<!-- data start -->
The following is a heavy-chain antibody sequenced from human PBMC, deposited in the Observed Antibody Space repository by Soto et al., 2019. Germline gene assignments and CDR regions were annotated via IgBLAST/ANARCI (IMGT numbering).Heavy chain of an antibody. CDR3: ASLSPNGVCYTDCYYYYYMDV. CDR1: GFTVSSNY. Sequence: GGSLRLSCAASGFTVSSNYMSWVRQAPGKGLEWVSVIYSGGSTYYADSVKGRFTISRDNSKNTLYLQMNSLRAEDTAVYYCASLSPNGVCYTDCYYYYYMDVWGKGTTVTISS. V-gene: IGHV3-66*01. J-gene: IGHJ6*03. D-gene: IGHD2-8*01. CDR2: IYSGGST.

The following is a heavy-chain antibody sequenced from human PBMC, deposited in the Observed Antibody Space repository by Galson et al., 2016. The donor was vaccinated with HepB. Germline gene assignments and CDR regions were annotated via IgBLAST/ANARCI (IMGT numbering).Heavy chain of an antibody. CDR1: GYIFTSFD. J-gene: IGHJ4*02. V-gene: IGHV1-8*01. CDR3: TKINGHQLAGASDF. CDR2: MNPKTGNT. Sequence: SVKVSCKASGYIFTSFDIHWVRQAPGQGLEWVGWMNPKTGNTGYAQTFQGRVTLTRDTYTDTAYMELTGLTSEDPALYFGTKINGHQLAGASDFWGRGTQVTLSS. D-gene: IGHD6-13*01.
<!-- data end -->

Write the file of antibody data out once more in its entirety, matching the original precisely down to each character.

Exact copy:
The following is a heavy-chain antibody sequenced from human PBMC, deposited in the Observed Antibody Space repository by Soto et al., 2019. Germline gene assignments and CDR regions were annotated via IgBLAST/ANARCI (IMGT numbering).Heavy chain of an antibody. CDR3: ASLSPNGVCYTDCYYYYYMDV. CDR1: GFTVSSNY. Sequence: GGSLRLSCAASGFTVSSNYMSWVRQAPGKGLEWVSVIYSGGSTYYADSVKGRFTISRDNSKNTLYLQMNSLRAEDTAVYYCASLSPNGVCYTDCYYYYYMDVWGKGTTVTISS. V-gene: IGHV3-66*01. J-gene: IGHJ6*03. D-gene: IGHD2-8*01. CDR2: IYSGGST.

The following is a heavy-chain antibody sequenced from human PBMC, deposited in the Observed Antibody Space repository by Galson et al., 2016. The donor was vaccinated with HepB. Germline gene assignments and CDR regions were annotated via IgBLAST/ANARCI (IMGT numbering).Heavy chain of an antibody. CDR1: GYIFTSFD. J-gene: IGHJ4*02. V-gene: IGHV1-8*01. CDR3: TKINGHQLAGASDF. CDR2: MNPKTGNT. Sequence: SVKVSCKASGYIFTSFDIHWVRQAPGQGLEWVGWMNPKTGNTGYAQTFQGRVTLTRDTYTDTAYMELTGLTSEDPALYFGTKINGHQLAGASDFWGRGTQVTLSS. D-gene: IGHD6-13*01.